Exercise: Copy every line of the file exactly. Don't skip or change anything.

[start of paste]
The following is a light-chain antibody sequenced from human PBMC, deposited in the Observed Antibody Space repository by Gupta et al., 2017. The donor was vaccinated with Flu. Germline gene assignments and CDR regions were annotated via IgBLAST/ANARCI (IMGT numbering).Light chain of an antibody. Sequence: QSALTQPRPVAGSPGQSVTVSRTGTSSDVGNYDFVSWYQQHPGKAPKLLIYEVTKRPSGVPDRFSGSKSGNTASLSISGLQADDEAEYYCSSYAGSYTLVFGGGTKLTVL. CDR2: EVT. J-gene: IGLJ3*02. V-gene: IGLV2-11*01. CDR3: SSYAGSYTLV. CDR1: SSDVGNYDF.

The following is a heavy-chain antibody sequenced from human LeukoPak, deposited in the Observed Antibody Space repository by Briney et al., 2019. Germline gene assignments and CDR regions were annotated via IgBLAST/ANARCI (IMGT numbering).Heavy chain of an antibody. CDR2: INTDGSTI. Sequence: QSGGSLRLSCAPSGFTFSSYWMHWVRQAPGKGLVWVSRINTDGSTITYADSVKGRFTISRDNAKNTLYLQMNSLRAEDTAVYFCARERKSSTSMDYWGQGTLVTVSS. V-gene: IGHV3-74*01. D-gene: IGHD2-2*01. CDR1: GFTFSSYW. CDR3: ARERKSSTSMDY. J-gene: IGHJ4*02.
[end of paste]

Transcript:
The following is a light-chain antibody sequenced from human PBMC, deposited in the Observed Antibody Space repository by Gupta et al., 2017. The donor was vaccinated with Flu. Germline gene assignments and CDR regions were annotated via IgBLAST/ANARCI (IMGT numbering).Light chain of an antibody. Sequence: QSALTQPRPVAGSPGQSVTVSRTGTSSDVGNYDFVSWYQQHPGKAPKLLIYEVTKRPSGVPDRFSGSKSGNTASLSISGLQADDEAEYYCSSYAGSYTLVFGGGTKLTVL. CDR2: EVT. J-gene: IGLJ3*02. V-gene: IGLV2-11*01. CDR3: SSYAGSYTLV. CDR1: SSDVGNYDF.

The following is a heavy-chain antibody sequenced from human LeukoPak, deposited in the Observed Antibody Space repository by Briney et al., 2019. Germline gene assignments and CDR regions were annotated via IgBLAST/ANARCI (IMGT numbering).Heavy chain of an antibody. CDR2: INTDGSTI. Sequence: QSGGSLRLSCAPSGFTFSSYWMHWVRQAPGKGLVWVSRINTDGSTITYADSVKGRFTISRDNAKNTLYLQMNSLRAEDTAVYFCARERKSSTSMDYWGQGTLVTVSS. V-gene: IGHV3-74*01. D-gene: IGHD2-2*01. CDR1: GFTFSSYW. CDR3: ARERKSSTSMDY. J-gene: IGHJ4*02.